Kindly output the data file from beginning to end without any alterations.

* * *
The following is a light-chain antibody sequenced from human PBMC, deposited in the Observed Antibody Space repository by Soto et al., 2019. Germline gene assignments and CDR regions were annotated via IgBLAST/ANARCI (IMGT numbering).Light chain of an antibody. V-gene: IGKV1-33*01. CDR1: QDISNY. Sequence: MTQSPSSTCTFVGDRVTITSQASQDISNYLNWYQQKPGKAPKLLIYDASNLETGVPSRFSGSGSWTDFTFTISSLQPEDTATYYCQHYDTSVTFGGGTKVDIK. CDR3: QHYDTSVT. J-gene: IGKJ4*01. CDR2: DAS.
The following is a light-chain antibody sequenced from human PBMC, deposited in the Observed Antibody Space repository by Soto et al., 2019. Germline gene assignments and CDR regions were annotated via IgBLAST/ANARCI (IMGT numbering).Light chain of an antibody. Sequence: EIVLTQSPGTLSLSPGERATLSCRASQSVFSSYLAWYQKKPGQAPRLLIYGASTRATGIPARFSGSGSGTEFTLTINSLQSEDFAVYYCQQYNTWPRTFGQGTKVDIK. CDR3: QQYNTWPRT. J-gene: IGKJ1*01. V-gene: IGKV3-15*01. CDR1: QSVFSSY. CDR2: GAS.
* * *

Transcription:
The following is a light-chain antibody sequenced from human PBMC, deposited in the Observed Antibody Space repository by Soto et al., 2019. Germline gene assignments and CDR regions were annotated via IgBLAST/ANARCI (IMGT numbering).Light chain of an antibody. V-gene: IGKV1-33*01. CDR1: QDISNY. Sequence: MTQSPSSTCTFVGDRVTITSQASQDISNYLNWYQQKPGKAPKLLIYDASNLETGVPSRFSGSGSWTDFTFTISSLQPEDTATYYCQHYDTSVTFGGGTKVDIK. CDR3: QHYDTSVT. J-gene: IGKJ4*01. CDR2: DAS.
The following is a light-chain antibody sequenced from human PBMC, deposited in the Observed Antibody Space repository by Soto et al., 2019. Germline gene assignments and CDR regions were annotated via IgBLAST/ANARCI (IMGT numbering).Light chain of an antibody. Sequence: EIVLTQSPGTLSLSPGERATLSCRASQSVFSSYLAWYQKKPGQAPRLLIYGASTRATGIPARFSGSGSGTEFTLTINSLQSEDFAVYYCQQYNTWPRTFGQGTKVDIK. CDR3: QQYNTWPRT. J-gene: IGKJ1*01. V-gene: IGKV3-15*01. CDR1: QSVFSSY. CDR2: GAS.